So, there’s new shopping trolleys at the Aldi.
At first, I didn’t notice. The extra height. The smooth glide of synchronised wheels. For the first time in a long time, my wrists weren’t jammed as I tried to steer an inevitable gammy wheel.
I had 4 smalls in tow with a fair slog of dry goods to buy, so I went about my shop with this new beast on auto-pilot.
Auto-pilot is part of the appeal of Aldi. Every shop has the same stuff. Positioned and ordered exactly the same way. So that no matter what suburb you shop in, you know where you are in the fullness of the aisles. Without thinking, I cut the middle section of the room, get all the basics I need and halve my time spent under the fluorescent lights.
While maintaining my mental health exponentially as a result.
This auto-pilot mentality probably why I failed to notice the superior slide of aerodynamic stainless steel perfection. The glide of the newly aligned 4 wheels.
I find shopping hard for the family at the best of times. I always seem to forget something important. I find shopping even harder WITH my family. I always want to punch one of them.
But this time we filled our trolley and no blood was spilled. I packed the goods into the boot while the 4 smalls piled into their seats.
Upon which I went to the nearest trolley return bay. It was with the muffled sounds of smalls laughing amongst the continual hum of the carpark that I switched off the auto-pilot and finally noticed – I think this trolley is different.
The fact evident as I tried to jam the shiny aerodynamic beast into the older model, single trolly in the return bay. The inability to connect together – the rusted old trolley and the shiny new beast – meaning I couldn’t get my $2 back.
Another return bay. Another trolley rejection. Another woman pushing an empty aerodynamic beast joined me.
By the 5th return bay, we were 4 women. Different ages, sizes, backgrounds – all pushing around empty shopping trolleys in a full suburban carpark under the midday sun. All moving off our auto-pilot. All trying to get our freakin’ $2 back.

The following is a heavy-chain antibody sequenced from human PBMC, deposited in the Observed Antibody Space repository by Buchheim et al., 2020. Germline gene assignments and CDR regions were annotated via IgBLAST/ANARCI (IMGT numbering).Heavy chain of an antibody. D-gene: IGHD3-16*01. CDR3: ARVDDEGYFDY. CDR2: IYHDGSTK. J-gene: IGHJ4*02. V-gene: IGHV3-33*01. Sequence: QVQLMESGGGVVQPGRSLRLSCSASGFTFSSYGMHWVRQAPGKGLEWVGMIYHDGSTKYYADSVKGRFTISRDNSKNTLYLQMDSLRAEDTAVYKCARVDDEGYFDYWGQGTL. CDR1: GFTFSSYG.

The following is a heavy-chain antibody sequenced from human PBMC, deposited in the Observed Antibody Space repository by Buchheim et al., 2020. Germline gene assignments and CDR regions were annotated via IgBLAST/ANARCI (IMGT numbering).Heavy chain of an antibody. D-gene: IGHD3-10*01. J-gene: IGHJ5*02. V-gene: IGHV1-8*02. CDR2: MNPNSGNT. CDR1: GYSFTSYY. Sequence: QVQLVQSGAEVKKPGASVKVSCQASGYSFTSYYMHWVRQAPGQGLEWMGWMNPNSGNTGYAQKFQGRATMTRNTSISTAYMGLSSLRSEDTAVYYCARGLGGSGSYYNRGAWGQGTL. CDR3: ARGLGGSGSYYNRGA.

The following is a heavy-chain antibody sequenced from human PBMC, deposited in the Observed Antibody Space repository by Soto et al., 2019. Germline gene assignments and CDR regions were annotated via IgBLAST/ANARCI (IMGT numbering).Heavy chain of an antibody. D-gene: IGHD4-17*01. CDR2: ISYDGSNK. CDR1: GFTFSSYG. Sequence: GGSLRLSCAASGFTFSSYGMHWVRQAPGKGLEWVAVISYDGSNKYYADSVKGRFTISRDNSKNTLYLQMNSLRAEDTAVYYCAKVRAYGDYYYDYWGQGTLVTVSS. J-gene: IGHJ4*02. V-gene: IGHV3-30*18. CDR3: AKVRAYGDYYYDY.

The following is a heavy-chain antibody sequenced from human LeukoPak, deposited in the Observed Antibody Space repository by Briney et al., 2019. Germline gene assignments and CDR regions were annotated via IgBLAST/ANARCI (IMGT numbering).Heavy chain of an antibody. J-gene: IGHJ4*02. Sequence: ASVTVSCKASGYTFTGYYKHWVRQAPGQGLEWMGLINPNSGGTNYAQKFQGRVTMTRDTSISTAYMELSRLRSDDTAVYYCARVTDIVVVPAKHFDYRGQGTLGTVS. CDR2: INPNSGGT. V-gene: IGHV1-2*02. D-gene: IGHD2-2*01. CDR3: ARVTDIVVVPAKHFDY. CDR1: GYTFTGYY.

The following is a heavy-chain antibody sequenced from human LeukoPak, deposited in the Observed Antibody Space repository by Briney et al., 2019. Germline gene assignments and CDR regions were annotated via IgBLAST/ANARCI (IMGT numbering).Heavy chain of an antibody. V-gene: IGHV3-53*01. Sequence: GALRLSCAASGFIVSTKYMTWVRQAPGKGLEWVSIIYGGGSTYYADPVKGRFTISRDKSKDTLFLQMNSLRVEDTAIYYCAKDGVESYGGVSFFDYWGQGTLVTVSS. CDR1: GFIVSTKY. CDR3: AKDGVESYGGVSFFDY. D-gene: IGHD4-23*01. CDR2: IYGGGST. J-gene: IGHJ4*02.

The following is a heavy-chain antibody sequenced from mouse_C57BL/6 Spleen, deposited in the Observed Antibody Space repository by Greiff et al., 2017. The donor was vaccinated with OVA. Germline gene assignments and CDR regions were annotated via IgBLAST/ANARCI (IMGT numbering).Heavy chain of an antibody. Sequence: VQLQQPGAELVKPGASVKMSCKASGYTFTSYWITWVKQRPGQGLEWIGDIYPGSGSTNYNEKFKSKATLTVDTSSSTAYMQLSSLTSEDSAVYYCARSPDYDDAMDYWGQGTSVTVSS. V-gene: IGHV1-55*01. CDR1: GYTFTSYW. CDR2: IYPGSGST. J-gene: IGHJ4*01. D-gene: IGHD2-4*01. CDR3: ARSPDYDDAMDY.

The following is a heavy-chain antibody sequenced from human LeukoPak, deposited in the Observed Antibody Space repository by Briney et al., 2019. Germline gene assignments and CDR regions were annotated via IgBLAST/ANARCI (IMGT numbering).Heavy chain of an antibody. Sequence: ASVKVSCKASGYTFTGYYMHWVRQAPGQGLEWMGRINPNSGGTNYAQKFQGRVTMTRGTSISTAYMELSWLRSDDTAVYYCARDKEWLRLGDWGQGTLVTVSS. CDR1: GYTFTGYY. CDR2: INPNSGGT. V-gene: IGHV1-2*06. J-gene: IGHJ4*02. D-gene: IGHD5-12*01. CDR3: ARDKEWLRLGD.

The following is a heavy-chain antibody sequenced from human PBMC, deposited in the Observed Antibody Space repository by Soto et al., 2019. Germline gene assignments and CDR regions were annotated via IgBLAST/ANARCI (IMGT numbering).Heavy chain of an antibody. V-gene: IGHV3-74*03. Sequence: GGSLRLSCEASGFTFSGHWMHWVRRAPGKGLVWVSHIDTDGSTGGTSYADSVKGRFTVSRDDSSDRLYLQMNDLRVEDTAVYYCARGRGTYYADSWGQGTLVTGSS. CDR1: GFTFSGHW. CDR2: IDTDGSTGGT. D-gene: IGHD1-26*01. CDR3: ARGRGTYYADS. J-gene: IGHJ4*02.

“This could almost be a film clip.”
There was laughing and joking as we pondered on who would be singing. They thought Creedance and Tay-Tay.
I thought it screamed Peter Gabriel.
With our dis-connecting trolleys, we walked in unison -holding up traffic – until we were full of pushing emptiness. And went inside the shop.
Where 1 by 1, we returned our full emptiness into the line of shiny beasts. Where 1 by 1, we collected our $2 coin. And then 1 by 1, we collected our empty fullness – and returned back to our lives.
Think partner work, forearm inversions and se-va.
It’s sometimes hard to notice when things are going smoothly. Easier to notice effort rather than ease. Easier to move through auto-pilot rather than participate. But when auto is off and effort is shared, effort is light.
And participation full.
Bringing with it the emptiness of self and the connection to a deeper intimacy with relationships we have.
Whether it’s relationship with your lover, your smalls or the women you walked around a carpark for 10 minutes with – Committing to a connection of an objective, be that as big as world peace or as small as getting $2 back, is opportunity to empty ourselves of our stuff. To switch from doing to being. And to open to the fullness of light and love of others.
At one stage I nearly offered to leave my $2ed trolley in a return bay. An offer to end the crazy walk of pushing emptiness. But I realised how full I was getting from their laughter. How full I was getting from their presence.
How full I was getting from their light.
After the women had left, another bloke came to get a new Aldi trolley. I went to tell him that it wouldn’t fit in the return bay outside.
But I didn’t.
He can decide who will play his film clip. And if he really wants to get his $2 back.